I’ll also say that the older we get, the more we’ve experienced and seen. The abduction and murder of a girl in my youngest sister’s class (in a small suburb) affected the way my parents and others allowed their kids to walk home from school. And the deaths of kids in a drunk driving accident spawned SADD at my high school. Yep, that’s one of our claims to fame.
However, there’s a big difference between those examples and the “your kid’s finger might get crushed if you use this incorrectly or don’t fold it up yourself so please take this extra piece of plastic to protect them.” But like I said, I can’t blame the companies for protecting their bottom lines through protecting little fingers.
I agree. Some things I don’t mind. I am glad that some bottles are child proofed and I make my kids wear helmets but when I see the latest toy recalls sometimes I want to scream. Children can hit themselves in the head with this toy causing it to hurt. Um, DUH!?!? where were the kid’s parents when some of this stuff happened?
I so want to “like” this comment. LOL
I totally agree with this post, too! But at the same time, my gut instinct tells me to *duck and cover*….
We live in a different world now… sometimes it literally seems like an alien planet…
Just 20 years ago, when I was 11-years-old, I could ride my bike to the local mall – unsupervised – to spend my allowance. I’d be away from home all afternoon, browsing for books at Walden’s or stocking up on paint at Ben Franklin Crafts… (remember them?!)
And this was a quiet, white-collar suburb of Washington D.C. No police officers ever stopped me to question where my parents were…. perhaps they were too busy keeping the murderers and rapists off the streets, because I never saw any. 😛
Nowadays, your own neighbors will call Child Services **shudder** …if they can’t see you physically watching your children playing in your own yard.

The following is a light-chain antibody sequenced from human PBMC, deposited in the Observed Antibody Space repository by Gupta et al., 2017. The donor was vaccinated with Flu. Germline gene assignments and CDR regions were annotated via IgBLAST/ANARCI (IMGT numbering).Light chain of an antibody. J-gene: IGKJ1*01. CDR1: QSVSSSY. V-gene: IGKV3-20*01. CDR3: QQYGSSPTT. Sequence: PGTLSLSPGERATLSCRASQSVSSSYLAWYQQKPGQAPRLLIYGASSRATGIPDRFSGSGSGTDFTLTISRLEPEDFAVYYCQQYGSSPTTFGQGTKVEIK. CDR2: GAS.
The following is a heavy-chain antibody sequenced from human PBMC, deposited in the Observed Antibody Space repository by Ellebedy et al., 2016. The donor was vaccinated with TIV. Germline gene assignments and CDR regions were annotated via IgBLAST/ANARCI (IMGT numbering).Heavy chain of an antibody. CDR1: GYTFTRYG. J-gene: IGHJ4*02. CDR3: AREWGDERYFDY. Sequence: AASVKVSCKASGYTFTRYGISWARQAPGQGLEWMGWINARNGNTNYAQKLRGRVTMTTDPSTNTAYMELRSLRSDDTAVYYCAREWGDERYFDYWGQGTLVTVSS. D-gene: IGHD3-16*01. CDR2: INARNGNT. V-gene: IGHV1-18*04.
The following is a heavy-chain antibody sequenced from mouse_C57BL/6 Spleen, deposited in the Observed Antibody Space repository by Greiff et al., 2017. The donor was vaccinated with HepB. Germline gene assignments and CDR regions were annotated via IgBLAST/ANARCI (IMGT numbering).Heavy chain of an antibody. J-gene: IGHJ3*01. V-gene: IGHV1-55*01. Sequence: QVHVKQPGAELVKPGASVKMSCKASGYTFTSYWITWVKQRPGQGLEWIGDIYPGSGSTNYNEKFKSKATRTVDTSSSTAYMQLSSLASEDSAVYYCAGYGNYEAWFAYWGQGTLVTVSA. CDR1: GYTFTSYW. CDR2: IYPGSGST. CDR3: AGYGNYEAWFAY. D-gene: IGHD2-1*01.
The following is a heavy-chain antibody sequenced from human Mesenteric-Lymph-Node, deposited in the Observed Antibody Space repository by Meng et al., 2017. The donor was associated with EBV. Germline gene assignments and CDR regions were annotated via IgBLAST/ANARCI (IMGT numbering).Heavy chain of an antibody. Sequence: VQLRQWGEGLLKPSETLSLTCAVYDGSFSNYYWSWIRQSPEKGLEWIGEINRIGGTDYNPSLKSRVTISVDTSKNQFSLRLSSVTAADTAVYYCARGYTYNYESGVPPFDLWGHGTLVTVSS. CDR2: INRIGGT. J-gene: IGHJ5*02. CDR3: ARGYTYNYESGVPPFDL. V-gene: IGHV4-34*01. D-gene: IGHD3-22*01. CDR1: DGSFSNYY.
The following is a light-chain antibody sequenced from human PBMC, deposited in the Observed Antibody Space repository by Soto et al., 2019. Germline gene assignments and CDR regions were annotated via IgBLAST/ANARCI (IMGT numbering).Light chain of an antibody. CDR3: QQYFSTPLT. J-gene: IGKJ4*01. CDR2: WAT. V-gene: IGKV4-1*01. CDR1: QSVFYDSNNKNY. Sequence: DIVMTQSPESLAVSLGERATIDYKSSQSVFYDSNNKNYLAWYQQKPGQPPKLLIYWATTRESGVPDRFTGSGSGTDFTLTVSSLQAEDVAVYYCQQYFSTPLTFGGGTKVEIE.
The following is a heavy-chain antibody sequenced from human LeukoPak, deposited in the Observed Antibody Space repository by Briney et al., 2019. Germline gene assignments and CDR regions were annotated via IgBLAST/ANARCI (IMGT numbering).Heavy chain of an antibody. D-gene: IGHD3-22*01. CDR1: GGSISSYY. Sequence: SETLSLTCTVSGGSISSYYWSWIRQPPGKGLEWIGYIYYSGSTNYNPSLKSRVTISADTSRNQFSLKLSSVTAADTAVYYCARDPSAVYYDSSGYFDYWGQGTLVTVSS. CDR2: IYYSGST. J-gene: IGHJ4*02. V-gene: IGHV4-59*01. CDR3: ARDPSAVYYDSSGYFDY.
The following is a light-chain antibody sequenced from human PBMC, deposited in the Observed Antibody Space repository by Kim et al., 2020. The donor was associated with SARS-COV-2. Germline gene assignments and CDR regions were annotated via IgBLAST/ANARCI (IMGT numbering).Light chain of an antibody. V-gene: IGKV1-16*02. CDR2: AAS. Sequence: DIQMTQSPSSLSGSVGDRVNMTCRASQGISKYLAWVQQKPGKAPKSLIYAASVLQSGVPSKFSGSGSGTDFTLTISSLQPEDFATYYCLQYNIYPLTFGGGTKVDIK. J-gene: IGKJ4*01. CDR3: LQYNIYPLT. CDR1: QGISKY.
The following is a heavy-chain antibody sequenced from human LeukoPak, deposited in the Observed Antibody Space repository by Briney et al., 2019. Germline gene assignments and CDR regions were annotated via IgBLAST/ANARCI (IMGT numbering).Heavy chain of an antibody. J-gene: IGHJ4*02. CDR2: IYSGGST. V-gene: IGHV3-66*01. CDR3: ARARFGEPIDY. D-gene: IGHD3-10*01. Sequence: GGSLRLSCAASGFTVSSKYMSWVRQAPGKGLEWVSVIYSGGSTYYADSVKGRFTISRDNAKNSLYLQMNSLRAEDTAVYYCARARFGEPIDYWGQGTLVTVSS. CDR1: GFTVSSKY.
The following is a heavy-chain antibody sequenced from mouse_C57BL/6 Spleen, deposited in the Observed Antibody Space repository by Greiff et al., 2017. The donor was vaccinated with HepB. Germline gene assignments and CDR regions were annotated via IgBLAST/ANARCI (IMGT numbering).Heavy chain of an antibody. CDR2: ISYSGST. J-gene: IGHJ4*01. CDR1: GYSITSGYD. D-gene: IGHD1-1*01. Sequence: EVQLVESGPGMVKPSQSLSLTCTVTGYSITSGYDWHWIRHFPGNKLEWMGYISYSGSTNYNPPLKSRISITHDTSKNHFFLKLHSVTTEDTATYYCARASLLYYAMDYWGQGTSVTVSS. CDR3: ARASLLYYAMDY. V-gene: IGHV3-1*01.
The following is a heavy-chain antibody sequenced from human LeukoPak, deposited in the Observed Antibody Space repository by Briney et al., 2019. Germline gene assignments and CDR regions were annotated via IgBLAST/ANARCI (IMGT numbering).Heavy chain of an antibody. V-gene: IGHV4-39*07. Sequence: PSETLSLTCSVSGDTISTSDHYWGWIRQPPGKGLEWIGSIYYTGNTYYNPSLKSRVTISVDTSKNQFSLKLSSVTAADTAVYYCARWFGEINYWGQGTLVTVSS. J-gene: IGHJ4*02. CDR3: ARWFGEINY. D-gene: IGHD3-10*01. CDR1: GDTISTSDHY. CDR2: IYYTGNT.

You might be watching from the kitchen window, while you’re doing dishes or cooking dinner…. but no matter. You must drop everything and physically stand on your porch for 2+ hours, or else you will be accused of neglecting your kids.
I personally cannot feel safe just opening the back door and let my 9-year-old and her younger siblings run free in our fenced yard… I need to ensure my indoor chores are finished, and bring a project outside to keep me occupied while I sit and watch them swing. 😛
It may seem as if everyone is over-reacting, but until the court system relaxes its tyranical grip on the rights of parents, we just grovel and accept this is how society behaves now.
Everyone seems to have their voice on how you raise your family.
I wonder. I worry about what I write on my blog. But surely child protective services can tell the difference between truly abusive/neglected children and the average mom.
I will say, however, that I too take projects outside to work on while my kids are playing. Alex, at 6, is allowed to go out by himself, providing there are other kids outside. Safety in numbers. And he’s trustworthy; he knows to alert me if he’s changing venues. He’s very conscientious about that. But the little ones I can’t trust that way. They’re at that stage where they just take off, and they don’t always come when they’re called. Julianna is old enough to be past that stage, if she was typically developing, but of course, that’s a useless statement, since she isn’t! I bring it up only because this is one of those areas in which I get very tired of the long, drawn-out small childhood stage.